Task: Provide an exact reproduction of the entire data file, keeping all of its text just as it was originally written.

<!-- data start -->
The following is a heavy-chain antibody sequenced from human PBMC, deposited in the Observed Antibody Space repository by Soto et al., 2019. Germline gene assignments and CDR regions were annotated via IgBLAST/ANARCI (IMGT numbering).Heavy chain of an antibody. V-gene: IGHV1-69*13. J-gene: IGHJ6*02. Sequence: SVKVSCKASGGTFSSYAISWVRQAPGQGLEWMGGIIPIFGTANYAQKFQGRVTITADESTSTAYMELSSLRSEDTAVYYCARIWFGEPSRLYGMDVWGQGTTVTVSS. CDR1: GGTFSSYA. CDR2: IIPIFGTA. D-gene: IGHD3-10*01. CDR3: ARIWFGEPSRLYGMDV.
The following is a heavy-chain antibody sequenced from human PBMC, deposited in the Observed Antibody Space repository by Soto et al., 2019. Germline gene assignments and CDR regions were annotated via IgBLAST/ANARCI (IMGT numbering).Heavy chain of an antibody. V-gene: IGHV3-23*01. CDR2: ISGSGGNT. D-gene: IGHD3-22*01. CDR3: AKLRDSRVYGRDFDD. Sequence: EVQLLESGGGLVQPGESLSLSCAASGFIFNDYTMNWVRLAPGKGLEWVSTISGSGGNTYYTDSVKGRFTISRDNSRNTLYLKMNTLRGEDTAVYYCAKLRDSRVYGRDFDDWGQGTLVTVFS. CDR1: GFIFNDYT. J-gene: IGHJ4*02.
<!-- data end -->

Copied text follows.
The following is a heavy-chain antibody sequenced from human PBMC, deposited in the Observed Antibody Space repository by Soto et al., 2019. Germline gene assignments and CDR regions were annotated via IgBLAST/ANARCI (IMGT numbering).Heavy chain of an antibody. V-gene: IGHV1-69*13. J-gene: IGHJ6*02. Sequence: SVKVSCKASGGTFSSYAISWVRQAPGQGLEWMGGIIPIFGTANYAQKFQGRVTITADESTSTAYMELSSLRSEDTAVYYCARIWFGEPSRLYGMDVWGQGTTVTVSS. CDR1: GGTFSSYA. CDR2: IIPIFGTA. D-gene: IGHD3-10*01. CDR3: ARIWFGEPSRLYGMDV.
The following is a heavy-chain antibody sequenced from human PBMC, deposited in the Observed Antibody Space repository by Soto et al., 2019. Germline gene assignments and CDR regions were annotated via IgBLAST/ANARCI (IMGT numbering).Heavy chain of an antibody. V-gene: IGHV3-23*01. CDR2: ISGSGGNT. D-gene: IGHD3-22*01. CDR3: AKLRDSRVYGRDFDD. Sequence: EVQLLESGGGLVQPGESLSLSCAASGFIFNDYTMNWVRLAPGKGLEWVSTISGSGGNTYYTDSVKGRFTISRDNSRNTLYLKMNTLRGEDTAVYYCAKLRDSRVYGRDFDDWGQGTLVTVFS. CDR1: GFIFNDYT. J-gene: IGHJ4*02.